Even more considerable an observation is that none of these discoveries, nor any of the important scientific findings in science, have been made by one single individual. Scientific research is a vehicle to understand our surroundings. Have you personally ever completed any given thesis project all by yourself? With not one single person contributing to your efforts? Surely, that would be very unlikely. Whether you build on someone else’s work, ask fellow colleagues for advice, input or brainstorming ideas, whether you require the help of an undergraduate student to perform experiments, demand advice and guidance from your PI or work conjointly with another scientist to further advance the project, most advances in science are not done single-handedly. For instance, Albert Einstein’s work was founded at least in part on Isaac Newton’s theory of gravitation. Marie Curie’s discoveries of radioactive isotopes came forth with the help of husband Pierre Curie and fellow physicist Henry Becquerel. Albeit most of the fame of discovering the structure of DNA is attributed to James Watson and Francis Crick, Maurice Wilkins and Rosalind Franklin also contributed to the ground-breaking work.
If such great scientists required contributions and cooperation from fellow colleagues and did not assume to be able to make such important discoveries on their own (not that they realized at that time what an impact they would have centuries later!), it is inexplicable to me how some individuals presume to have the capacity to make a significant contribution to our knowledge and our world without any help. It is not rare that I see, and no doubt do you as well, how some people have what I would call scientific greed. They want no one to help them for the simple yet ominous reason that they want all the credit for themselves. We often see such a phenomena in polite or sometimes less sophisticated fights concerning first authorships on articles. All I wish to say on this front is that, certainly, it is gratifying and usually expected to be credited for one’s contributions and hard work, but that should not be the basis of science. It should not be the motor for conducting research. Imagine all the scientific advances that could be made if scientists and labs joined forces to understand a same problem or phenomena! Fortunately, I often do see in my department, as I am sure can be observed in many other departments at McGill, great cooperation and collective efforts between labs to answer a common problem. This being said, we do not live in an ideal world. Labs are more often than not competing for the same grants on a similar project, but maybe someday that will change.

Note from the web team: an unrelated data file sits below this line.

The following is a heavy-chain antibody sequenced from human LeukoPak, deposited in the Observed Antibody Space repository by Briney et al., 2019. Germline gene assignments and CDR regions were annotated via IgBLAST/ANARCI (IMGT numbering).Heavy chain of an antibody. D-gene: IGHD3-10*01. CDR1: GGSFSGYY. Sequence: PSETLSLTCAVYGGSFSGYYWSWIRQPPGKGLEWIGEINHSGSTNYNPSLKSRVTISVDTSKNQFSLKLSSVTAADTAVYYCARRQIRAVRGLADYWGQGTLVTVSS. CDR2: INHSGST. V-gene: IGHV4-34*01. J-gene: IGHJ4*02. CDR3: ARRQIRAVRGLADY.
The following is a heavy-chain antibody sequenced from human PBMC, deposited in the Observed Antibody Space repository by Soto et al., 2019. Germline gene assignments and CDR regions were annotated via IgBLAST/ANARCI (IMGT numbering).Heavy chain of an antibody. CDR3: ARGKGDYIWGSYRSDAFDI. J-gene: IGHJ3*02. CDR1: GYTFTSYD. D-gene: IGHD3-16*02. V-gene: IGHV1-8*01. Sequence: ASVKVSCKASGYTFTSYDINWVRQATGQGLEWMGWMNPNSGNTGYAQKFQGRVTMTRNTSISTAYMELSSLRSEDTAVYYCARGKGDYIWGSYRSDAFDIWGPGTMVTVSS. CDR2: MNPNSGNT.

There is no limit to what can be accomplished if it doesn’t matter who gets the credit. – Ralph Waldo Emerson